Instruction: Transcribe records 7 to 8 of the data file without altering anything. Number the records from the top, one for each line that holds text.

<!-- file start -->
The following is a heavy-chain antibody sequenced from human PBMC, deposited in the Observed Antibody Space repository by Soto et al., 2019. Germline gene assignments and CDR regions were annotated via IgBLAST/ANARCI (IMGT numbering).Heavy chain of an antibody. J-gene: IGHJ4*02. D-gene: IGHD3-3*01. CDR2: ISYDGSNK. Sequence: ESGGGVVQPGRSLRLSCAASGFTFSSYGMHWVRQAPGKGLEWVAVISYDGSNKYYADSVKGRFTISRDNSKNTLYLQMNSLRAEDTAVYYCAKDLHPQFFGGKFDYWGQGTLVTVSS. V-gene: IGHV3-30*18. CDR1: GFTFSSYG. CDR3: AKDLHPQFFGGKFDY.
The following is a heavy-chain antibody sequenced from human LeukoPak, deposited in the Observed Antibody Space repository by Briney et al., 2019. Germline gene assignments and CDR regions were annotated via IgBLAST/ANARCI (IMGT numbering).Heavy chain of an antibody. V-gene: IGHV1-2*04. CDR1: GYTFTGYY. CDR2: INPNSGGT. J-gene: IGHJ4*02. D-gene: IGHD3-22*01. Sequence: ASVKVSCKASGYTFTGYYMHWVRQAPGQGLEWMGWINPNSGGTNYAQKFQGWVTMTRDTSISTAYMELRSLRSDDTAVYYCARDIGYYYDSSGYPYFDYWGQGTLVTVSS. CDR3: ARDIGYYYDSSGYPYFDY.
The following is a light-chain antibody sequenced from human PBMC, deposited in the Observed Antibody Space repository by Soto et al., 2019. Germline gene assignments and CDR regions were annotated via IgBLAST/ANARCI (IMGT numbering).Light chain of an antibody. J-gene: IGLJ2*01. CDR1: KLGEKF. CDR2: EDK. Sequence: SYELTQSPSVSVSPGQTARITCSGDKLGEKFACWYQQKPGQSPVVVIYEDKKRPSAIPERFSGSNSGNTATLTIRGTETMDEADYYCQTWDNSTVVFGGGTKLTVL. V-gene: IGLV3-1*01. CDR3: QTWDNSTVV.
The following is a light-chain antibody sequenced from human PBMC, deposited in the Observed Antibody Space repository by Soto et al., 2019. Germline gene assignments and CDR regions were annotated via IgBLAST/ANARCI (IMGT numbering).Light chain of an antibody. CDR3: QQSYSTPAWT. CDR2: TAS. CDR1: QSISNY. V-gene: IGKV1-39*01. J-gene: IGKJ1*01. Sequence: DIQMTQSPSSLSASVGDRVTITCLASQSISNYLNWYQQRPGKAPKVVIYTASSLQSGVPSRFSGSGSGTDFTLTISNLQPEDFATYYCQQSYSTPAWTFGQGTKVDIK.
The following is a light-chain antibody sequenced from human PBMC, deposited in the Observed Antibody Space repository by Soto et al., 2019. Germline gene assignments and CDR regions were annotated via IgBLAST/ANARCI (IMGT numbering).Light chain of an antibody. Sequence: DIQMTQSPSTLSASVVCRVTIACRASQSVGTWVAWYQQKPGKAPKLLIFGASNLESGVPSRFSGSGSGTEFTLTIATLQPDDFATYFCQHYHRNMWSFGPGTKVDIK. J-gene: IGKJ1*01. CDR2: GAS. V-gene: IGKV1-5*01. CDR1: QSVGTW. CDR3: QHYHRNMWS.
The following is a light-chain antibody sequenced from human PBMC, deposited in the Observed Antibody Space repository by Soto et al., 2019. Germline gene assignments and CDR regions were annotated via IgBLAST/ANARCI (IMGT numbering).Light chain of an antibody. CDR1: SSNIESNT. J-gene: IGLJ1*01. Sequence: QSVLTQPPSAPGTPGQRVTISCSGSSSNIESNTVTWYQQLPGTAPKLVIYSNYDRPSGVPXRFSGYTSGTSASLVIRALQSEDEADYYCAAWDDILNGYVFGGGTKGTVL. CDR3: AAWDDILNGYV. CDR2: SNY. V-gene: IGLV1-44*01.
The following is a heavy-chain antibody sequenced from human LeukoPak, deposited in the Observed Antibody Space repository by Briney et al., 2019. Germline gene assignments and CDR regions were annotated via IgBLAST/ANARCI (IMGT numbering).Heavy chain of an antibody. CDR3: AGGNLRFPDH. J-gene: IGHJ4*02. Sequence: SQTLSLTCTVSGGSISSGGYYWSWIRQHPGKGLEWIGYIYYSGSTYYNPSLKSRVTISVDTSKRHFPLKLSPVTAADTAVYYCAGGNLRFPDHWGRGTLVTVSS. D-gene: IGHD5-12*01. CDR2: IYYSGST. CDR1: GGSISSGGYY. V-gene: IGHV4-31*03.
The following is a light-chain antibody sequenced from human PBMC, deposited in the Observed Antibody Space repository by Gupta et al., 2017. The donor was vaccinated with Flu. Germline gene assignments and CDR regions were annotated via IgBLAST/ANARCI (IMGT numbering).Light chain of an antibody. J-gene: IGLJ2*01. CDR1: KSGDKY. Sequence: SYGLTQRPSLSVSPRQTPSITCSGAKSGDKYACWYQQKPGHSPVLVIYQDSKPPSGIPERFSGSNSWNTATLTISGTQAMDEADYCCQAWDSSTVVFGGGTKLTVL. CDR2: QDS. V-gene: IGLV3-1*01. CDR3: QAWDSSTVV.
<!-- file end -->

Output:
The following is a heavy-chain antibody sequenced from human LeukoPak, deposited in the Observed Antibody Space repository by Briney et al., 2019. Germline gene assignments and CDR regions were annotated via IgBLAST/ANARCI (IMGT numbering).Heavy chain of an antibody. CDR3: AGGNLRFPDH. J-gene: IGHJ4*02. Sequence: SQTLSLTCTVSGGSISSGGYYWSWIRQHPGKGLEWIGYIYYSGSTYYNPSLKSRVTISVDTSKRHFPLKLSPVTAADTAVYYCAGGNLRFPDHWGRGTLVTVSS. D-gene: IGHD5-12*01. CDR2: IYYSGST. CDR1: GGSISSGGYY. V-gene: IGHV4-31*03.
The following is a light-chain antibody sequenced from human PBMC, deposited in the Observed Antibody Space repository by Gupta et al., 2017. The donor was vaccinated with Flu. Germline gene assignments and CDR regions were annotated via IgBLAST/ANARCI (IMGT numbering).Light chain of an antibody. J-gene: IGLJ2*01. CDR1: KSGDKY. Sequence: SYGLTQRPSLSVSPRQTPSITCSGAKSGDKYACWYQQKPGHSPVLVIYQDSKPPSGIPERFSGSNSWNTATLTISGTQAMDEADYCCQAWDSSTVVFGGGTKLTVL. CDR2: QDS. V-gene: IGLV3-1*01. CDR3: QAWDSSTVV.